The rise of molecular gastronomy—where science meets cooking—has created an interesting phenomenon known as foodpairing. Unrelated to food-and-wine pairing, foodpairing is based on the notion that certain properties of foods match well with those of other foods. Lemon has a tart, citrus flavor and a molecular makeup that is complementary with herbs, vegetables and sweets.
Herbs and Spices
Cilantro has a slightly spicy note that meshes well with the acidity in lemon. Raw ginger is pungent and has a unique heat that pairs with the tartness of lemon to create rich and flavorful sauces.
Bell pepper comes in many varieties and colors and has a relatively mild flavor that benefits from lemon's tartness. Lemon also adds brightness and a depth of flavor to cauliflower.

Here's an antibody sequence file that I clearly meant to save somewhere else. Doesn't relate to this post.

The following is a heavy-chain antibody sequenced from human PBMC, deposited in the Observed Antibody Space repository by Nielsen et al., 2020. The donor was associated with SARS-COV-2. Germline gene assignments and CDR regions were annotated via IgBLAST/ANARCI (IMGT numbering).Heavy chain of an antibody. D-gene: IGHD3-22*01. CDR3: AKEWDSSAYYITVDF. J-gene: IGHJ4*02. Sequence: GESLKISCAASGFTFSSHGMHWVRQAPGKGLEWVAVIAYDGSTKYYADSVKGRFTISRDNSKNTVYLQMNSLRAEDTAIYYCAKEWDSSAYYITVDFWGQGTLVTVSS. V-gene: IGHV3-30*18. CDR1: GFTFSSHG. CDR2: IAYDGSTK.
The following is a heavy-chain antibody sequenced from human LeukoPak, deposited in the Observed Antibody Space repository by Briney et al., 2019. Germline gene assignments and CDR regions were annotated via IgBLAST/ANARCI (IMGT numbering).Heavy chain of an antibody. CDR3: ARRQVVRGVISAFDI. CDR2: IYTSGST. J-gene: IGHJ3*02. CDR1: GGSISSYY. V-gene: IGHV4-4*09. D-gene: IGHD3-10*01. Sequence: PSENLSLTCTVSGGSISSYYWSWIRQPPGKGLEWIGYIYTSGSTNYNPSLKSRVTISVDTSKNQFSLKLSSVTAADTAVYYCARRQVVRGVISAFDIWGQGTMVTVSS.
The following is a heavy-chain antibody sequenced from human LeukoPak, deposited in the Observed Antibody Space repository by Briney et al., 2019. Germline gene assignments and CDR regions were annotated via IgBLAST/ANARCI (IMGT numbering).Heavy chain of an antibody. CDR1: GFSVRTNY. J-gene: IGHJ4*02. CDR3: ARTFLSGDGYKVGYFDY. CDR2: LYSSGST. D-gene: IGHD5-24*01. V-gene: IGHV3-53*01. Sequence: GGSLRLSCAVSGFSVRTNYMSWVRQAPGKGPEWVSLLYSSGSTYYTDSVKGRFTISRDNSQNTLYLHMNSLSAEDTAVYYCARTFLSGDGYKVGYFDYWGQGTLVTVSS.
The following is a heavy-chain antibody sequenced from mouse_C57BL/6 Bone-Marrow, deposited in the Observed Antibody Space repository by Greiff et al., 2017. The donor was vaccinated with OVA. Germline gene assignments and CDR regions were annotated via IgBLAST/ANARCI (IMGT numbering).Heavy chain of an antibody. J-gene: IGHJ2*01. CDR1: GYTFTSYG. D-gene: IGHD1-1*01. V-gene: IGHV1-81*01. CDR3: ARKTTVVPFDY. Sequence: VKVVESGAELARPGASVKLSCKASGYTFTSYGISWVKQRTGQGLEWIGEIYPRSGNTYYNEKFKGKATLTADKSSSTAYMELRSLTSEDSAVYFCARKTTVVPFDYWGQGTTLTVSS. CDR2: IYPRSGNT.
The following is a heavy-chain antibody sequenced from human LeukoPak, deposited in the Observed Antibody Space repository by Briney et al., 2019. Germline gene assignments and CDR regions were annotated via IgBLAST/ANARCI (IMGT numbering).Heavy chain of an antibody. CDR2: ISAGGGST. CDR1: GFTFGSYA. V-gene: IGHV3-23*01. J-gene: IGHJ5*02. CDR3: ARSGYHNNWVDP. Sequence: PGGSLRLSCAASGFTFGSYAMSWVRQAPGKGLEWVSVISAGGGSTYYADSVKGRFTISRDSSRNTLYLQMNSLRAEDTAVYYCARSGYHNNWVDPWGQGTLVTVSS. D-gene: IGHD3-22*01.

Lemon and cheese is a common pairing. Mild cheeses like mozzarella and Gruyere are best. Lemon and Gruyere are particularly wonderful in a silky cheese sauce to add to chicken dishes.
Lemon is a common ingredient in pastries like lemon cakes, lemon poppy-seed muffins and lemon meringue pie. Surprisingly, it also pairs beautifully with dark chocolate. The citrus brightens the flavor of cocoa, which is normally muted.
Based in Virginia Beach, Mark S. Baker has been working in editorial for more than 20 years. He has served as a writer and editor for publications such as the "Houston Post," "Boca Raton News" and "Interactive Week," among others. Baker also has a culinary arts degree from Johnson & Wales University and has his own catering business.